British Airways Testing 3D Parts Printing in Effort to Improve Punctuality and Reduce Emissions
British Airways announced Monday that they have launched a pilot program to test the feasibility of 3D printing parts such as tray tables, aircraft windows and flight deck switches.
As part of their effort to achieve net zero carbon emissions by 2050, British Airways announced today that they are testing the possibility of 3D printing certain aircraft parts. If successful, this technology could improve punctuality and reduce emissions by limiting the need to fly spare parts throughout their network. According to technology experts at the airline, the possibilities for 3D printing are practically endless and it is conceivable that 3D printers could be located at airports throughout the world. The ability to create certain spare parts on-site has the potential to transform commercial aircraft maintenance.
Although 3D printing is still in its infancy, rapid advances in the technology indicate a transformative future for the aviation maintenance repair and overhaul (MRO) industry. The technology team at British Airways believes non-essential cabin parts such as tray tables, entertainment systems and toilet facilities are the logical starting point fore 3D part replication. These parts don’t affect the safe operation of the aircraft, but can cause delays, or limit the number of available passenger seats. In Monday’s announcement, British Airways’ Head of Innovation, Ricardo Vidal said,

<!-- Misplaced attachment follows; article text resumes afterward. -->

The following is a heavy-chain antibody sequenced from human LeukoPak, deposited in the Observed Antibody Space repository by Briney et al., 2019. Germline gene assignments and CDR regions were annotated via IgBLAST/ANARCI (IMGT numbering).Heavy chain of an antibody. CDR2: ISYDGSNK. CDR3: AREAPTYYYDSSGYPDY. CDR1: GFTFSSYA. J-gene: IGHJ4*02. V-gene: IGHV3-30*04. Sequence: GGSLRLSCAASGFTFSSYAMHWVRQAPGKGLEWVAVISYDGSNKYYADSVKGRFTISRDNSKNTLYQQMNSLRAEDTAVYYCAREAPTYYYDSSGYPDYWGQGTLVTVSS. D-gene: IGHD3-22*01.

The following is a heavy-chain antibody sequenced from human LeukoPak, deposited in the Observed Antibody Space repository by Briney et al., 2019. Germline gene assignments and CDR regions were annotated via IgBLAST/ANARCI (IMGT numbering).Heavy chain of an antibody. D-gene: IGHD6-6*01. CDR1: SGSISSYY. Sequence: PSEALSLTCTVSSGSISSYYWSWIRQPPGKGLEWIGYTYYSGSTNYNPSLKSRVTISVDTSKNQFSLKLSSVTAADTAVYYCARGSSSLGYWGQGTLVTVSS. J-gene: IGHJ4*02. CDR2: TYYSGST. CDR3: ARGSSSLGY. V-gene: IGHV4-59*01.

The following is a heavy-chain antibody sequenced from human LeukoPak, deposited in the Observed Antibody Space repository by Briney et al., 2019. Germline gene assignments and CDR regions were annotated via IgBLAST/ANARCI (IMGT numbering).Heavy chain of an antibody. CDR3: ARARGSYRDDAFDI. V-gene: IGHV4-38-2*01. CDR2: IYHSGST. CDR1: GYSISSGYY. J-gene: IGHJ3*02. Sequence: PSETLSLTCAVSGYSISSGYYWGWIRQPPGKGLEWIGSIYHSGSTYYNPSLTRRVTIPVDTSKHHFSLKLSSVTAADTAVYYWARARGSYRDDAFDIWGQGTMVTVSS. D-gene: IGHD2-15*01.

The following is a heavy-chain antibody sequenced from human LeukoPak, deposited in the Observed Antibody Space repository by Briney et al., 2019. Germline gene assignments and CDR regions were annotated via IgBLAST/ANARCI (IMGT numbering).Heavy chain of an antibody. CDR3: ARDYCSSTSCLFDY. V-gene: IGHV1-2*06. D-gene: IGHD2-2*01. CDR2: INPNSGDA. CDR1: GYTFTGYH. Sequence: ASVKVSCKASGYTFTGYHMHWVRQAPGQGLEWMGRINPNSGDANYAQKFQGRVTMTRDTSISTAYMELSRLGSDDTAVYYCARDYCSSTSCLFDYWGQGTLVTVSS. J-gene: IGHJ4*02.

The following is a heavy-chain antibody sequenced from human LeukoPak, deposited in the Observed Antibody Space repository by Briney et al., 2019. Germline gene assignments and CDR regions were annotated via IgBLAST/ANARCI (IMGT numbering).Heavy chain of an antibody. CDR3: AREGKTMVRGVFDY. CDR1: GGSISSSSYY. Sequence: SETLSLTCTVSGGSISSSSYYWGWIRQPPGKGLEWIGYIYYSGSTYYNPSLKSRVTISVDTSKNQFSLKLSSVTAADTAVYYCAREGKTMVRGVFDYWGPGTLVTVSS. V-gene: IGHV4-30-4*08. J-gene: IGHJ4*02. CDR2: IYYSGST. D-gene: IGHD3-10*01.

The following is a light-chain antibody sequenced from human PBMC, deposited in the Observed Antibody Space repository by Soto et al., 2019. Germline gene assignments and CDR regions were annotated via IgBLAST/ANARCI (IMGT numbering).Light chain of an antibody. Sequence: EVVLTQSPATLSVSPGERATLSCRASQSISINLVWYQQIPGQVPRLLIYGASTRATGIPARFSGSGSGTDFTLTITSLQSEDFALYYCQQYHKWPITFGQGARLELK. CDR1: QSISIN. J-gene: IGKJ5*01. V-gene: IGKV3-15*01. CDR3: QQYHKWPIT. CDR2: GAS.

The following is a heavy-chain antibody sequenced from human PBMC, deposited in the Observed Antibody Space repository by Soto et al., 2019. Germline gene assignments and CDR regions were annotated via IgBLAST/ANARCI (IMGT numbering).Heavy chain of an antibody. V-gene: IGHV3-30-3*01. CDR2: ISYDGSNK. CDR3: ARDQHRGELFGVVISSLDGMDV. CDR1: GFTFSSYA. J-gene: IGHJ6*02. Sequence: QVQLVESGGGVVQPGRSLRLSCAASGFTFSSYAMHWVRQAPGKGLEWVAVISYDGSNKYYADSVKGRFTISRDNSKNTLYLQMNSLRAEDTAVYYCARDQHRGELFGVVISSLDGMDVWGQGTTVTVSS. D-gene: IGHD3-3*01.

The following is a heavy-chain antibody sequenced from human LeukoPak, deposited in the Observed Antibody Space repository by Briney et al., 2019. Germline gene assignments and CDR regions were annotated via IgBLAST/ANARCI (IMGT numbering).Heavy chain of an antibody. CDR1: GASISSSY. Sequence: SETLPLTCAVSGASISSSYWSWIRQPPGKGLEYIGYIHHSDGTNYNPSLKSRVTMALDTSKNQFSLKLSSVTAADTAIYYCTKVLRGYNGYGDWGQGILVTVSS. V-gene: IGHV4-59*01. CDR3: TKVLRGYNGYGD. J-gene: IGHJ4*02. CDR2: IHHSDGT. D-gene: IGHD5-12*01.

“We work with start-ups and innovation partners from around the world to explore and implement the latest technologies, from artificial intelligence to speed up turnaround times to biometrics, helping us deliver a seamless airport experience for our customers. 3D printing is yet another advancement that will keep us at the forefront of airline innovation.”
3D printing can produce parts and components that are as strong as traditional parts with a weight reduction up to 55%. For every kilogram of weight reduction, an aircraft can eliminate up to 25 tons of CO2 over its lifetime. British Airways’ technology team believes some of the logical first steps in implementing 3D printing technology could include items such as cutlery, amenity kit products, tray tables, aircraft windows, IFE screens, seats, baggage containers, circuit boards, flight deck switches and aircraft shells. As the technology advances, the possibility of 3D printing a host of mission-critical parts presents a transformative cost and emissions saving prospect for the industry.
Source: British Airways